Aug. 11, 2020 - Democratic presidential nominee Joe Biden announced Sen. Kamala Harris as his pick for vice president in an announcement on Tuesday, making good on his pledge to select a woman running mate. Harris' selection marks the first Black woman will appear on a major party presidential ticket.
University of Houston Law Center Professor Renee Knake Jefferson, whose scholarship focuses on the intersection of women, politics and the legal profession is available for media inquiries on Harris' unique nomination.
“Biden’s selection of Kamala Harris as his running mate marks an extraordinary moment in this nation’s journey toward equality,” Knake Jefferson said. “He had an incredibly strong list of female candidates on his shortlist, and if he becomes president, I hope Biden places many of those women in his cabinet and in other leadership roles in his administration.”
Knake Jefferson is an expert on the phenomenon of “shortlisting” – the creation of and selection from lists of candidates for positions of leadership. Biden’s shortlist has, unique in our nation’s history, declared that men are not eligible for his selection of a running mate for vice president or for his first Supreme Court appointment, should he face a vacancy.
In her book “SHORTLISTED: Women in the Shadows of the Supreme Court” (New York University Press, May 2020), Knake Jefferson and co-author Hannah Brenner Johnson examine the personal and professional lives of nine women who were considered, and ultimately passed over, for seats on the Supreme Court before Sandra Day O’Connor became the first.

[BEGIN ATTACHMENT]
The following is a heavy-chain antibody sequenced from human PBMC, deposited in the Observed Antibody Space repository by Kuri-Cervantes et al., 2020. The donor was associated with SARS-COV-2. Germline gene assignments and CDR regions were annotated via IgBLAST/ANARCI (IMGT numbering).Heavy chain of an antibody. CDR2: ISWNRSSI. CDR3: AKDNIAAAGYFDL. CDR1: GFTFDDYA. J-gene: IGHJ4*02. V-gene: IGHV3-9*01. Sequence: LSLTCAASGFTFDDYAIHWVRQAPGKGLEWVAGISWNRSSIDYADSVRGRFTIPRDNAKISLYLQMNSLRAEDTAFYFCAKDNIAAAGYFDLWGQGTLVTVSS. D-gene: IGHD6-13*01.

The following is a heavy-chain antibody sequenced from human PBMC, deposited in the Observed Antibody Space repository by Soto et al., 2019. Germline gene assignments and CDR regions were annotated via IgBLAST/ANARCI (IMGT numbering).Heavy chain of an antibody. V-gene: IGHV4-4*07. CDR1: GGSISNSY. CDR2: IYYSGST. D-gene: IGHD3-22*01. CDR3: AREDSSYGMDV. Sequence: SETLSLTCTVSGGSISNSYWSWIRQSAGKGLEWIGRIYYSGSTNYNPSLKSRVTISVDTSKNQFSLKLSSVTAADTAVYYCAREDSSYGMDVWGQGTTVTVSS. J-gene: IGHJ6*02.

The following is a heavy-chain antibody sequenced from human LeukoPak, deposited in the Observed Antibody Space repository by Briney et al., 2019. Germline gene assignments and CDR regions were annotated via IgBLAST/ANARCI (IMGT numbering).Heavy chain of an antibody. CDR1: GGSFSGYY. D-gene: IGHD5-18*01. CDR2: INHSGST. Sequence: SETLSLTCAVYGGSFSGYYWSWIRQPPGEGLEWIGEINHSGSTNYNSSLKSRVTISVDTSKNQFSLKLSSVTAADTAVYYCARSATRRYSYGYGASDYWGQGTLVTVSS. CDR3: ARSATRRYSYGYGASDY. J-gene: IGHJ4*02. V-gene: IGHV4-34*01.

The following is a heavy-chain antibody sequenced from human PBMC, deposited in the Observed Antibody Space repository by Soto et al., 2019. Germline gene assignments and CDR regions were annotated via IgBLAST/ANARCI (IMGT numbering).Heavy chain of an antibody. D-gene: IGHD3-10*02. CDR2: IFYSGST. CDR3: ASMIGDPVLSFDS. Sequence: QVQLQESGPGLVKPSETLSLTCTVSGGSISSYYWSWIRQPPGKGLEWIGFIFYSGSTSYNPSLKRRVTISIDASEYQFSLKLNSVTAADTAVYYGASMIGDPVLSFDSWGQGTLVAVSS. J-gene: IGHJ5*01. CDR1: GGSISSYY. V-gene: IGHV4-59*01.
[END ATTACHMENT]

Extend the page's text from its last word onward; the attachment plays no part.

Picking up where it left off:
The book has been called, “fascinating” by Linda Greenhouse, New York Times Supreme Court columnist, and “an important addition to the literature about the Supreme Court, the process of nominating justices, and the role of gender,” by Erwin Chemerinsky, dean of the University of California, Berkeley School of Law.
“Women, and especially minority women, are significantly underrepresented in positions of power and leadership across all sectors even though they have the same qualifications as men in these roles,” Knake Jefferson said. “One way to address this is for women to hold prominent, national positions like the vice presidency or the presidency itself. Visibility matters.”
Knake Jefferson holds the Joanne and Larry Doherty Chair in Legal Ethics and is director of Law Center Outcomes and Assessments. She earned her J.D. at the University of Chicago Law School, and teaches Constitutional Law, Professional Responsibility, and a seminar on Gender, Power, Law & Leadership at the Law Center. She was awarded the Fulbright Distinguished Chair in Entrepreneurship and Innovation at Royal Melbourne Institute of Technology University from January-July 2019. She is an elected member of the American Law Institute, and chair of the American Association of Law Schools Section on Professional Responsibility.
In December 2019, Knake Jefferson was appointed to the Michigan State Board of Trustees, as the university recovers from a sex abuse scandal involving a gymnastics team doctor that resulted in criminal charges, top level resignations, a federal fine of $4.5 million for failing to report and address the abuse claims, and a $500 million civil settlement with abused young women.
If you are interested in including Professor Knake Jefferson in any of your coverage on Biden's vice presidential selection process or his pledge to nominate the first African-American woman to the U.S. Supreme Court, please contact firstname.lastname@example.org John Brannen, Media Relations Rep and Senior Writer, email@example.com or Carrie Anna Criado, UH Law Center Assistant Dean of Communications and Marketing, firstname.lastname@example.org.
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